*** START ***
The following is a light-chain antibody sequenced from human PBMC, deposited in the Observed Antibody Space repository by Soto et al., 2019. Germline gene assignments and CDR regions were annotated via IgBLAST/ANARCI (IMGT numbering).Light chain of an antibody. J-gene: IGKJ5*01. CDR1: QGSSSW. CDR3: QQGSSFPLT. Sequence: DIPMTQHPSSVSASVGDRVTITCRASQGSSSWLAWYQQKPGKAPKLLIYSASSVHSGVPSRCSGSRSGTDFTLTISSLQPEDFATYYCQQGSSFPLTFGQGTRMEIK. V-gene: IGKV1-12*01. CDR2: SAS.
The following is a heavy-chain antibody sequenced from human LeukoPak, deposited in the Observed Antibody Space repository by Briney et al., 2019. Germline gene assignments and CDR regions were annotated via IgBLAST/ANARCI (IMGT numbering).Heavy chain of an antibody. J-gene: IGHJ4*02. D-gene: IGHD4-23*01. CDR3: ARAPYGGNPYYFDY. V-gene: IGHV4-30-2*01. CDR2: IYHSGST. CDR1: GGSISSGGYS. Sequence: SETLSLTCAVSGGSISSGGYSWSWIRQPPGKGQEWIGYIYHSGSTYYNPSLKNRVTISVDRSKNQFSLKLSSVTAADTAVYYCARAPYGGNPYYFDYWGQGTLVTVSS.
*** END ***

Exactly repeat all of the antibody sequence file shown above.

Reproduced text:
The following is a light-chain antibody sequenced from human PBMC, deposited in the Observed Antibody Space repository by Soto et al., 2019. Germline gene assignments and CDR regions were annotated via IgBLAST/ANARCI (IMGT numbering).Light chain of an antibody. J-gene: IGKJ5*01. CDR1: QGSSSW. CDR3: QQGSSFPLT. Sequence: DIPMTQHPSSVSASVGDRVTITCRASQGSSSWLAWYQQKPGKAPKLLIYSASSVHSGVPSRCSGSRSGTDFTLTISSLQPEDFATYYCQQGSSFPLTFGQGTRMEIK. V-gene: IGKV1-12*01. CDR2: SAS.
The following is a heavy-chain antibody sequenced from human LeukoPak, deposited in the Observed Antibody Space repository by Briney et al., 2019. Germline gene assignments and CDR regions were annotated via IgBLAST/ANARCI (IMGT numbering).Heavy chain of an antibody. J-gene: IGHJ4*02. D-gene: IGHD4-23*01. CDR3: ARAPYGGNPYYFDY. V-gene: IGHV4-30-2*01. CDR2: IYHSGST. CDR1: GGSISSGGYS. Sequence: SETLSLTCAVSGGSISSGGYSWSWIRQPPGKGQEWIGYIYHSGSTYYNPSLKNRVTISVDRSKNQFSLKLSSVTAADTAVYYCARAPYGGNPYYFDYWGQGTLVTVSS.